“Ours is the government of the white man,” John C. Calhoun said in 1848, during a fierce debate over whether Mexicans could become Americans. Calhoun had served as secretary of war under James Monroe, vice president under both John Quincy Adams and Andrew Jackson, and secretary of state under John Tyler, and was now a U.S. senator from South Carolina. His speech about Mexico has been on my mind this long winter, during the “shithole countries” fiasco and the DACA debates, while I’ve been finishing writing a history of the United States, and thinking about the relationship between the politics of identity and the politics of equality.
In 1836, as secretary of state, Calhoun had negotiated the annexation of Texas, a province of Mexico that had rebelled, and declared its independence. A pro-slavery southerner, Calhoun had supported admitting Texas into the union as a slave state, but when that finally happened, in 1845, Mexico cut off diplomatic relations with the United States and war between the United States and Mexico broke out the next year. The U.S. war with Mexico, a war of aggression, proved one of the most controversial wars in American history. Unitarian preacher Theodore Parker, calling on the nation’s history of protest, urged Americans to renounce it. “Our whole history is treason,” Parker preached. “Our Creeds are infidelity to the Mother church; our Constitution treason to our Father-land.” Henry David Thoreau refused to pay his taxes, in protest of the war, and went to jail. “The people appear to be completely in the hands of office seekers, demagogues, and political gamblers,” Frederick Douglass wrote in an editorial protesting the war in his newspaper, The North Star, in which he mocked the cries of war. “The whole of Mexico!” — “Our destiny!” — “This continent!” — “Anglo Saxon blood!” Douglass urged his readers to send petitions to Washington, demanding the “instant recall of our forces from Mexico.
Douglass’s call was heard, but the petitions failed. The war, in any event, lasted long. By 1847, U.S. forces occupied Mexico City. Americans who favored expansion rallied under the banner “All Mexico,” urging Polk either to seize the entire country by force or to take it by treaty. For a while, Polk pursued acquiring all of Mexico north of 26 degrees latitude; in the end, the line was set at 36 degrees, a line so arbitrary that when the time came for joint U.S.-Mexico boundary commission to survey the line, nearly everyone involved got lost, and died.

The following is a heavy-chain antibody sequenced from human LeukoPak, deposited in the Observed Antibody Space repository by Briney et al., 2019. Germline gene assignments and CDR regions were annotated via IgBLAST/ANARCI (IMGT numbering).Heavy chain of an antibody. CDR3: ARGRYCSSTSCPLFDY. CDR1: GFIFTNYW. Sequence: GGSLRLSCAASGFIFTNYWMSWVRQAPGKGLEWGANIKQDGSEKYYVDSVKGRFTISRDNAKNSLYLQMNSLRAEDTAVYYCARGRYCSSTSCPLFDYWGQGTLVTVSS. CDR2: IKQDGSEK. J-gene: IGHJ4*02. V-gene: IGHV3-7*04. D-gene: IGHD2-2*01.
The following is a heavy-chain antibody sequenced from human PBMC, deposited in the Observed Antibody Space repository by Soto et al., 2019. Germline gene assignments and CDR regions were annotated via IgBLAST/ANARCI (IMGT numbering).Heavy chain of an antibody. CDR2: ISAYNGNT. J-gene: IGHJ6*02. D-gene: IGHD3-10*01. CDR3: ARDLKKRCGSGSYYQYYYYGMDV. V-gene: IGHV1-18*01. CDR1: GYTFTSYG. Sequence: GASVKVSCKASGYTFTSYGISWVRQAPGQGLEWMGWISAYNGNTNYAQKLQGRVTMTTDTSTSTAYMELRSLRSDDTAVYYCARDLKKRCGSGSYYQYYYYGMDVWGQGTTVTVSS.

Calhoun addressed his remarks to the question of what was to be done with the people living in parts of Mexico — southern California, for instance — that would become part of the United States. Half the population of Mexico is “pure Indian,” Calhoun said, and the rest of “mixed blood.” Admitting such people to the United States as citizens, he pointed out, would be unprecedented. “I protest against the incorporation of such a people,” Calhoun said, arguing that the United States had risen to greatness by drawing hard racial lines. “The great misfortune of what was formerly Spanish America, is to be traced to the fatal error of placing the colored race on an equality with the white,” Calhoun told his audience.
Nor was that claim quieted with the end of the war. “This Government was made by our fathers on the white basis,” Illinois senator Stephen Douglas said, in his debates with Abraham Lincoln in 1858. “It was made by white men for the benefit of white men and their posterity forever,” Douglas said — the claim against which Lincoln so powerfully and successfully protested, a protest that led, in the end, to his assassination.
In American history, the politics of identity begin with arguments like Calhoun’s: ours is the government of the white man. The politics of equality begin with arguments like those made by Lincoln, and by Frederick Douglass. After the Civil War, Douglass gave what I always think was his best speech, an address in Boston called “The Composite Nation.” The occasion for the speech was the debate over whether the Fourteenth Amendment, which granted citizenship to anyone born in the United States, granted citizenship to the children of Chinese immigrants. “A new race is making its appearance within our borders, and claiming attention,” Douglass said. “It is estimated that not less than one hundred thousand Chinamen, are now within the limits of the United States” — chiefly in California. To those who would exclude the Chinese from citizenship, Douglass had this to say, in 1869: “I want a home here not only for the negro, the mulatto and the Latin races; but I want the Asiatic to find a home here in the United States, and feel at home here, both for his sake and for ours. Right wrongs no man.”
Arguments for equality drove American political and moral progress for more than two centuries. But beginning in the last quarter of the 20th century, the politics of identity triumphed over the politics of equality. Calhoun-style identity politics never really went away, and, early in the 1970s, the left turned to identity politics, too. What Frederick Douglass had to say got lost. Ours is the government, he insisted, of “the faithful application of the principle of perfect civil equality to the people of all races and of all creeds.”
It is a fearsome, daunting, demanding truth. Ours is not the government of any man.